Charles Frederick Pilsbury

Royal Engineers

Personal Details

Born: 26 February 1875 in Whitchurch, Shropshire.

Family: The youngest child of James and Jane Pilsbury of 4 Edwards Ct, Chester, Cheshire. Charles married Mary Jane McDowell on the 12 May 1895 and together they had 3 children – Lillian, James Frederick and William.

Civilian Occupation: Charles was a blacksmith by trade. In 1939 his occupation was recorded as metal window fitter.

Residence: In 1901, he lived at Shuttleworth Cottage, Commonhall Street, Chester, Cheshire. The 1939 Register records the family living at 44 Trafford Street, Chester, Cheshire.

Died: In March 1949 aged 73.


Military Details

Regiment: Royal Engineers (previously 2744 Cheshire Regiment, 15025, 55976, 203428 Royal Welsh Fusiliers, and 309643 Royal Engineers)

Rank: Private

Service Number: WR/10616

Date of Enlistment: 12 November 1914

Date of Discharge: 8 May 1919

Reason for Discharge: Demobilisation

Other Information: In 1901 Charles joined the Imperial Yeomanry and served in South Africa for a year.  

Medals and Awards

Charles was awarded the Campaign Medals (British War Medal, and Victory Medal).

Campaign Medals

Great War History Hub Whitchurch Shropshire Medals Front Image

The British War Medal (also known as 'Squeak') was a silver or bronze medal awarded to officers and men of the British and Imperial Forces who either entered a theatre of war or entered service overseas between 5th August 1914 and 11th November 1918 inclusive. This was later extended to services in Russia, Siberia and some other areas in 1919 and 1920. Approximately 6.5 million British War Medals were issued. Approximately 6.4 million of these were the silver versions of this medal. Around 110,000 of a bronze version were issued mainly to Chinese, Maltese and Indian Labour Corps. The front (obv or obverse) of the medal depicts the head of George V. The recipient's service number, rank, name and unit was impressed on the rim.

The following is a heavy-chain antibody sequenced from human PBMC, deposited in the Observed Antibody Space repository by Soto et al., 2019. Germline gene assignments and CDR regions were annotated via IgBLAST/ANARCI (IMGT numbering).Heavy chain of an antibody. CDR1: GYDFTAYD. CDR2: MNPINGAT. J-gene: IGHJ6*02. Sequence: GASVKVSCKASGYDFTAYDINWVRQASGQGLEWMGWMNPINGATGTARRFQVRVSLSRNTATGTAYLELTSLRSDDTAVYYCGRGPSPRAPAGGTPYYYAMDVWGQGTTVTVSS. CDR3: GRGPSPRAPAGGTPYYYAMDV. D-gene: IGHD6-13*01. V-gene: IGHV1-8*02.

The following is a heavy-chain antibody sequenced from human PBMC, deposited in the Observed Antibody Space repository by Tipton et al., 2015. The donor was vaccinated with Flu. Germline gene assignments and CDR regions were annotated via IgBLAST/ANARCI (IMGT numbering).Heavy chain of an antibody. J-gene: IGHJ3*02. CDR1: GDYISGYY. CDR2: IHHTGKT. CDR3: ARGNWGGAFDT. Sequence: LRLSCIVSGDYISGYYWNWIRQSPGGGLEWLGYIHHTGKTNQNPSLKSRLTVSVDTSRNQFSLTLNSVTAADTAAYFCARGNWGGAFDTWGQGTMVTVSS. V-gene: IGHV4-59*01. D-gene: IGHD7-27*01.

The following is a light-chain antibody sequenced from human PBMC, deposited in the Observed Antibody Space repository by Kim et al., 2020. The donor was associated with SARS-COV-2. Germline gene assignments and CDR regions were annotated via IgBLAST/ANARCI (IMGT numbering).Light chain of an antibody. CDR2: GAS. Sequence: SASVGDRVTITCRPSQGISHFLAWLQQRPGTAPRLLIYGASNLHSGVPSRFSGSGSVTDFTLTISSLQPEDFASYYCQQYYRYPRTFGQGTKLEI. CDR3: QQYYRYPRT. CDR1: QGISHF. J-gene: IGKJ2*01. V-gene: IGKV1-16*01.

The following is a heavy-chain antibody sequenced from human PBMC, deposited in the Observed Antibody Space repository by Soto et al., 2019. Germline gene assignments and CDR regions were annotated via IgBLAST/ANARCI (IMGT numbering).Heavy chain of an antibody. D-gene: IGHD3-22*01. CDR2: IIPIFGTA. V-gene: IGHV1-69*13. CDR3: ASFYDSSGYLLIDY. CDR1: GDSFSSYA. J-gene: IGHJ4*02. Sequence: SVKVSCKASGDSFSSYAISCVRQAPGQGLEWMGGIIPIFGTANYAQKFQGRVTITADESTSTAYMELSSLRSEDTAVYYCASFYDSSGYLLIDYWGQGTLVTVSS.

The Allied Victory Medal (also known as 'Wilfred') was issued by each of the allies. It was decided that each of the allies should each issue their own bronze victory medal with a similar design, similar equivalent wording and identical ribbon. The British medal was designed by W. McMillan. The front depicts a winged classical figure representing victory. Approximately 5.7 million victory medals were issued. Interestingly, eligibility for this medal was more restrictive and not everyone who received the British War Medal ('Squeak') also received the Victory Medal ('Wilfred'). However, in general, all recipients of 'Wilfred' also received 'Squeak' and all recipients of The 1914 Star or The 1914/1915 Star (also known as 'Pip') also received both 'Squeak' and 'Wilfred'. The recipient's service number, rank, name and unit was impressed on the rim.

Silver War Badge

Great War History Hub Whitchurch Shropshire Medals Front Image

The Silver War Badge was issued in the United Kingdom and the British Empire to service personnel who had been honourably discharged due to wounds or sickness from military service in World War I. The badge, sometimes known as the "Discharge Badge", the "Wound Badge" or "Services Rendered Badge", was first issued in September 1916, along with an official certificate of entitlement.

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